The Purchase Agreement: Part I
| March 1, 2014
Previously we discussed the importance of assembling a team of Key Players as a first step to any commercial real estate transaction. Once your team is assembled and discovered a suitable property, the next step is to draft and negotiate a purchase agreement that encapsulates the deal and protects your interest. A well-drafted purchase agreement should protect you from unforeseen costs and issues in the future, and your commercial real estate attorney is the key player to ensure that it does.
So, what should be included in a purchase agreement, and perhaps more importantly, what can be negotiated?
Very generally, purchase agreement provisions include a description of purchase price, earnest money, payment terms, due diligence, contingencies, representations and warranties, prorations and general provisions which allocate risk and liability between seller and buyer. And, good news, it’s all subject to negotiation. In this edition of The Dirt, we’ll talk about when your purchase agreement truly becomes “binding”, and different ways to structure the purchase price, earnest money and payment terms. Here is what you need to know:
BINDING V. NON-BINDING PURCHASE AGREEMENT
Once signed, a purchase agreement is always “binding” in the sense that you agree to move forward with purchasing (or selling) unless certain events do not (or do) occur, and often unless you provide notice of your desire to get out of the deal within agreed upon timeframes. However, there is typically a period of time in which a purchaser gets a “free look” – in other words, a time to conduct due diligence and otherwise inspect the property, before the earnest money becomes nonrefundable. Once the contingency period expires, the purchase agreement is truly binding, and backing out will cost the purchaser the earnest money (and maybe more). When entering into a purchase agreement, it’s important to consider what contingencies are important, and how much time you really need to learn what you can about the property.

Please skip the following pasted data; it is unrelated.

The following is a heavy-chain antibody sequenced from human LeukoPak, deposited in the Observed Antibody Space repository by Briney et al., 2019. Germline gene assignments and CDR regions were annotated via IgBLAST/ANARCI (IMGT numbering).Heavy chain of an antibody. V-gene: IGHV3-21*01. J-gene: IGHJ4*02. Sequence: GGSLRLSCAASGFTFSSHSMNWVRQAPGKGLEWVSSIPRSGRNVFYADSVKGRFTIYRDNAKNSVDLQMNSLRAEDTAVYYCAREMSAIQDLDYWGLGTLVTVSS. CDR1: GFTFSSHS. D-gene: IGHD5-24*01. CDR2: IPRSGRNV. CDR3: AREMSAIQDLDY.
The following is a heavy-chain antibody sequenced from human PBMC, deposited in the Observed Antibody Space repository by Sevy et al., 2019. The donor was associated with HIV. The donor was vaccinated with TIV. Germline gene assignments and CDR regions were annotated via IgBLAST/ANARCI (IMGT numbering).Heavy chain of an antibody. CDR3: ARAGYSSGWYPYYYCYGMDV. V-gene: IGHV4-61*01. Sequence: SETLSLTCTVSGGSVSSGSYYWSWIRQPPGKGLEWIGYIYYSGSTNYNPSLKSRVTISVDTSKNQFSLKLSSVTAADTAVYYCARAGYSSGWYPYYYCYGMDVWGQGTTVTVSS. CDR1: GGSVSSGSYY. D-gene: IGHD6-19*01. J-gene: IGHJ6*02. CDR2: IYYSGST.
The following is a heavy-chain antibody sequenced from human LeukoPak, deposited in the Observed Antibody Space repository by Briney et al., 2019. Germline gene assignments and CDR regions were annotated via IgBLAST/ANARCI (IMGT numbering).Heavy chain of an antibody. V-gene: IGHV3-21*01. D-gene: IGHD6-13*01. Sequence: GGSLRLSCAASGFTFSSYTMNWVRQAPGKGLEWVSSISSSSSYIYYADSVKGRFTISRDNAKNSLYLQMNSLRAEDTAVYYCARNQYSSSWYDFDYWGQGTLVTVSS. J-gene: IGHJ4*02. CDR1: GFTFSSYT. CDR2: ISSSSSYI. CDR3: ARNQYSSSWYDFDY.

PURCHASE PRICE, EARNEST MONEY AND PAYMENT TERMS
Depending on what kind of property is involved, the purchase price may be stated as a lump sum or a price per square foot. Most commonly, the price will be stated as a lump sum. However, occasionally a property will be listed for a per square foot price, and the actual square footage of the property may be subject to negotiation. For example, the purchase price may be set at $100 per square foot, and a preliminary building square footage may be 15,000 square feet. The results of a survey or building inspection may reveal a smaller or larger building, and the purchase price may be adjusted accordingly.
Earnest money is an amount paid by the purchaser to secure performance of its obligations under the purchase agreement. Stated differently, its gives a purchase some “skin in the game”. Earnest money provisions in purchase agreements may vary significantly, from simple, to more complex. In the most straight-forward scenario, a one-time payment of a percentage of the purchase price is due at the time the purchase agreement is signed. Some deals will require that the purchase deposit additional sums of money to extend its due diligence period, or sometimes even at the end of the due diligence period to confirm their desire to proceed to closing. A less common ask of sellers is for a purchaser to sign a promissory note for a sum in addition to a cash earnest money deposit which, by its terms, becomes due and payable in the event the purchase agreement is terminated as a result of purchaser default. This arrangement is somewhat unusual, but certainly enforceable in the commercial context.
Most commonly, a commercial real estate purchase is made by cash payment to the seller. The cash may come from the assets of the purchaser, or more often, from the proceeds of a real estate purchase loan secured by a mortgage against the subject property. In some instances, a seller will agree to “seller finance” all or a portion of the purchase price. In this scenario, the conveyance will often be evidenced by contract for deed. Although rates can be higher in a seller-financed transaction, it might be an appealing option for a purchaser who is unable to obtain bank financing for a multitude of reasons.
Watch for The Purchase Agreement: Part II, in which we explore due diligence.